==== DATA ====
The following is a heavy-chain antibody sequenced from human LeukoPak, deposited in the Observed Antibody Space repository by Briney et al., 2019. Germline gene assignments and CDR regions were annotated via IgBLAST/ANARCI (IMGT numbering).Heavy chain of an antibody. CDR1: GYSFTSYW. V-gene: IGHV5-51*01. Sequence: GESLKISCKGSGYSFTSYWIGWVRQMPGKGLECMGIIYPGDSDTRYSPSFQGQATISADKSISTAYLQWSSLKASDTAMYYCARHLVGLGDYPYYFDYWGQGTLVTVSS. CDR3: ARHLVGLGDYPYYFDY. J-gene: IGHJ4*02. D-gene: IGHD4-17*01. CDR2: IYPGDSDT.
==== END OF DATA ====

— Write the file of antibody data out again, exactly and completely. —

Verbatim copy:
The following is a heavy-chain antibody sequenced from human LeukoPak, deposited in the Observed Antibody Space repository by Briney et al., 2019. Germline gene assignments and CDR regions were annotated via IgBLAST/ANARCI (IMGT numbering).Heavy chain of an antibody. CDR1: GYSFTSYW. V-gene: IGHV5-51*01. Sequence: GESLKISCKGSGYSFTSYWIGWVRQMPGKGLECMGIIYPGDSDTRYSPSFQGQATISADKSISTAYLQWSSLKASDTAMYYCARHLVGLGDYPYYFDYWGQGTLVTVSS. CDR3: ARHLVGLGDYPYYFDY. J-gene: IGHJ4*02. D-gene: IGHD4-17*01. CDR2: IYPGDSDT.